|Known for||Luxury steak houses|
Nusret Gökçe (Turkish pronunciation: [nusˈɾet ɟœcˈtʃe]), nicknamed Salt Bae, is a Turkish chef, food entertainer and restaurateur whose technique for preparing and seasoning meat became an Internet meme in January 2017.
He owns Nusr-Et, a chain of luxury steak houses. As of 2021[update], he has Nusr-Et branches in Ankara, Bodrum, Istanbul and Marmaris in Turkey; Mykonos in Greece; Miami, New York, Boston, Dallas, and Beverly Hills in the United States; London in the United Kingdom; Abu Dhabi and Dubai in the United Arab Emirates; Doha in Qatar; and Jeddah in Saudi Arabia. The name of his restaurant chain comes from his own name and "Et", which means "meat" in Turkish.
Gökçe was born in Erzurum, Turkey to a Kurdish family. His father was a mineworker. The family's finances forced him to leave school in the 6th grade (aged 11-12) to work as a butcher's apprentice in the Kadıköy district of Istanbul.
Gökçe has been involved with charitable work, such as building a school in his hometown of Erzurum.
Gökçe visited several countries including Argentina and the United States between 2007 and 2010, where he worked in local restaurants for free, in order to gain experience as a cook and a restaurateur. After his return to Turkey, Gökçe opened his first restaurant in Istanbul in 2010 and later opened a Dubai restaurant in 2014.
In January 2017 he became more widely known as Salt Bae through a series of viral Internet videos and memes that show him "suavely" cutting meat and sprinkling salt, such as "Ottoman Steak", posted on his restaurant's Twitter account. The post was viewed 10 million times on Instagram, after which he was dubbed "Salt Bae" due to his peculiar way of sprinkling salt: dropping it from his fingertips to his forearm, and then onto the dish. Due to the viral exposure gained from this post, Gökçe's profile has expanded enormously and he has served a wide range of celebrities and politicians from around the world.
Despite the international fame, early professional reviews in 2018 of his New York City steakhouse were generally negative. The New York Post's Steve Cuozzo called the restaurant "Public Rip-off No. 1" and Joshua David Stein writing in GQ called the steak mundane and the hamburgers overcooked. Other critics described the dishes as "over-salted as they are overpriced", the "meat was tough with globs of fat and gristle, and severely lacking in flavor", and that "finishing a meal there constitutes some kind of personal victory over your own body and instincts and mouth". Reviewers described the dining experience as "overpriced".
However, for entertainment, reviewers were more positive. Eater's Robert Sietsema states, "If you are intent on judging New York's new branch of Nusr-Et only as a steakhouse, you'll probably be disappointed ... If, on the other hand, you appraise the place as dinner theater, you will find it satisfying—but only if Salt Bae is in the house".
In November 2019, four of Gökçe's former employees accused him of getting a share of their tips. They alleged that they were fired from his New York restaurant when they tried to ask questions about the tips. A trial was set to take place to investigate the issue, until Gökçe reached a settlement with his former employees and paid them $230,000. Explaining why he had fired them, he said: "I was not satisfied with the performance of the four employees... Since they were fired, they acted with the feeling of ‘look what we are going to do to you’ and put forward these tip allegations."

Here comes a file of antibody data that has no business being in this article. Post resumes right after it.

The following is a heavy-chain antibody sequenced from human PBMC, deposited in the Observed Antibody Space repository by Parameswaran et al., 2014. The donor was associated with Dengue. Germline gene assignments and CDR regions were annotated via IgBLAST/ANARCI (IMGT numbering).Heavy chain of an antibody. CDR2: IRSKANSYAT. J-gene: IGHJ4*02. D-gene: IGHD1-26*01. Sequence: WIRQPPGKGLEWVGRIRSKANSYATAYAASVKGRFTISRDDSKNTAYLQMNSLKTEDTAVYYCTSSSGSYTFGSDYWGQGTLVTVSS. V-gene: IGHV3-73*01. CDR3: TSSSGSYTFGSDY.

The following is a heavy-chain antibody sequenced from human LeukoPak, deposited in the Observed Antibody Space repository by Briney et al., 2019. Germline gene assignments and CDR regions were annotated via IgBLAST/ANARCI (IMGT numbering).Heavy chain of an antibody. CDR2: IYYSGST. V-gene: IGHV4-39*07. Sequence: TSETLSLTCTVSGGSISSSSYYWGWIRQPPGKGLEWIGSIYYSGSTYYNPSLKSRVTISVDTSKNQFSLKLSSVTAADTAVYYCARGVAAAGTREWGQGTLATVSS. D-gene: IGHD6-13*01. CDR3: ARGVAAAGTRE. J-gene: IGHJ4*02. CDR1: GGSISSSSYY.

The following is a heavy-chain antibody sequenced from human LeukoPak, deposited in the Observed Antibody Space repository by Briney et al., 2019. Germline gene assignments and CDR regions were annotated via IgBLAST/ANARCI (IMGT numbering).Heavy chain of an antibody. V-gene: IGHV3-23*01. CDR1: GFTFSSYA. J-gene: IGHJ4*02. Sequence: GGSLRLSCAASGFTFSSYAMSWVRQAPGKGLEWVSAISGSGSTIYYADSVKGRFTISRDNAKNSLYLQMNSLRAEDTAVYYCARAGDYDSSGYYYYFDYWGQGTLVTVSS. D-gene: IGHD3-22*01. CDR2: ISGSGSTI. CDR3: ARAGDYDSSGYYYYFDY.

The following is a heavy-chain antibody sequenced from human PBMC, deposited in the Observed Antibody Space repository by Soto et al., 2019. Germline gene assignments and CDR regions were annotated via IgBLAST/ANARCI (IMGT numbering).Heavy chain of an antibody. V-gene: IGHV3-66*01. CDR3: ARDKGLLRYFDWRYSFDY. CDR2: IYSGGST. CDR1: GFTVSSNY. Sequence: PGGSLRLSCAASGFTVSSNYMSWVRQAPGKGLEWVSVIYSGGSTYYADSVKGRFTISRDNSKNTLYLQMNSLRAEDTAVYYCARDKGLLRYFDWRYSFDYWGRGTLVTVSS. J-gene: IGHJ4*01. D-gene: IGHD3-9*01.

In late September 2020, his restaurant in Boston was ordered to close by public health officials several days after it opened due to violations of COVID-19 safety standards. It reopened in early October.
- "Rudaw, Nusret'in ailesiyle röportaj yaptı". Ensonhaber.com. Archived from the original on 15 November 2017. Retrieved 7 August 2017.
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- Tsuji, Alysha (14 February 2017). "Simone Biles happily had food seasoned by 'the one and only' Salt Bae at Laureus Awards". USA Today. Archived from the original on 1 April 2019. Retrieved 30 December 2018.
- Del Valle, Gaby (20 September 2018). "Why is Marco Rubio tweeting about Salt Bae?". Vox. Archived from the original on 3 October 2018. Retrieved 3 October 2018.
- Salt Bae Officially Goes Too Far Archived 30 June 2018 at the Wayback Machine Clint Rainey, 25 January 2018
- "Reviews Trash Salt Bae's New Restaurant, Calls His Food 'Bland and Boring'" Archived 28 January 2018 at the Wayback Machine Complex, Sajae Elder, 26 January 2018
- "You created Salt Bae, and now you have to eat his nasty food". Time Out. 6 February 2018.
- "My Disappointing Meal at Salt Bae's NYC Restaurant Cost $1,400". www.observer.com. 26 January 2018.
- "The Salt Bae Guy Has A New Restaurant In New York. It's Not Good". www.buzzfeednews.com. 2 March 2020.
- Salt Bae Could Be Planting His Second NYC Restaurant Near Union Square Archived 19 December 2018 at the Wayback Machine Carla Vianna, Eater, 18 December 2018
- Burton, Monica (6 February 2018). "What the Critics Are Saying About Salt Bae's NYC Restaurant". Eater. Archived from the original on 4 October 2018. Retrieved 3 October 2018.
- "'Salt bae' denies accusation of taking share of employees' tips". Hürriyet Daily News. Istanbul. 12 November 2019. Retrieved 12 November 2019.
- "Restaurant opened by 'Salt Bae' in Boston closed for virus violations | Boston.com". www.boston.com. Retrieved 28 September 2020.
- Kuschner, Erin (1 October 2020). "Salt Bae's restaurant has reopened. Here's what to know about its first two weeks in business". Boston.com. Retrieved 29 October 2020.
- Cooper, Leonie. "Salt Bae scandal: £37k bills & (allegedly!) deleting bad reviews". Time Out London. Retrieved 15 October 2021.
- Gregory, Ruby; Tesia, Ria; Ford, Gregory (15 October 2021). "Eye-watering £37k bill for steak and chips at posh restaurant". HullLive. Retrieved 15 October 2021.